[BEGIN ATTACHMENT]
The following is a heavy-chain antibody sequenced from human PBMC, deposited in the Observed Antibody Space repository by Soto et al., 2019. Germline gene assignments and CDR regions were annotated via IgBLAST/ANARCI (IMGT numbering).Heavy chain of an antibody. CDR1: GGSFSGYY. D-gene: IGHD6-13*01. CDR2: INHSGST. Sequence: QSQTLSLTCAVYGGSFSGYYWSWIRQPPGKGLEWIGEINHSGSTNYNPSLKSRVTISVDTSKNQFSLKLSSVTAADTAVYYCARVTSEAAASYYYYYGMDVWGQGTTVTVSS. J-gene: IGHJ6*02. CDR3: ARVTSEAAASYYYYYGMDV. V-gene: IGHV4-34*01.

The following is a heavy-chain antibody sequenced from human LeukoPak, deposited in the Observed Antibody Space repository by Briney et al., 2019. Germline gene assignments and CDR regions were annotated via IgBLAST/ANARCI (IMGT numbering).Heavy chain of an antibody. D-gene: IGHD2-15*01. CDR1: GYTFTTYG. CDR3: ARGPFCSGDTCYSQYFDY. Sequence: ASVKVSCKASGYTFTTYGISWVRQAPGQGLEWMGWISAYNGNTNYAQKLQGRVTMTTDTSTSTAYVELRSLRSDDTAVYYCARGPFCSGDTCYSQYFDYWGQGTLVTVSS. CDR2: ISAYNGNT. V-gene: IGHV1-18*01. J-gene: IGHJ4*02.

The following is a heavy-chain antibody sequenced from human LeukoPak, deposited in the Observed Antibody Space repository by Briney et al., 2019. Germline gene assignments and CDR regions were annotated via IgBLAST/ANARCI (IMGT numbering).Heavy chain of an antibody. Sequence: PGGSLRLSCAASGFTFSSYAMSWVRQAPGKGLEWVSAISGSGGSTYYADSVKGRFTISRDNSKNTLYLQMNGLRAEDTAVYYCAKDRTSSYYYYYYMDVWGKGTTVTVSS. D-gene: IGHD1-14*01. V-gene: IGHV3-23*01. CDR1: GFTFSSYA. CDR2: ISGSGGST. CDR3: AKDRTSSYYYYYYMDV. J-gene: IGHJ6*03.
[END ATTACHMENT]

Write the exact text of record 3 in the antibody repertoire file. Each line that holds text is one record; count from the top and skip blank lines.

The following is a heavy-chain antibody sequenced from human LeukoPak, deposited in the Observed Antibody Space repository by Briney et al., 2019. Germline gene assignments and CDR regions were annotated via IgBLAST/ANARCI (IMGT numbering).Heavy chain of an antibody. Sequence: PGGSLRLSCAASGFTFSSYAMSWVRQAPGKGLEWVSAISGSGGSTYYADSVKGRFTISRDNSKNTLYLQMNGLRAEDTAVYYCAKDRTSSYYYYYYMDVWGKGTTVTVSS. D-gene: IGHD1-14*01. V-gene: IGHV3-23*01. CDR1: GFTFSSYA. CDR2: ISGSGGST. CDR3: AKDRTSSYYYYYYMDV. J-gene: IGHJ6*03.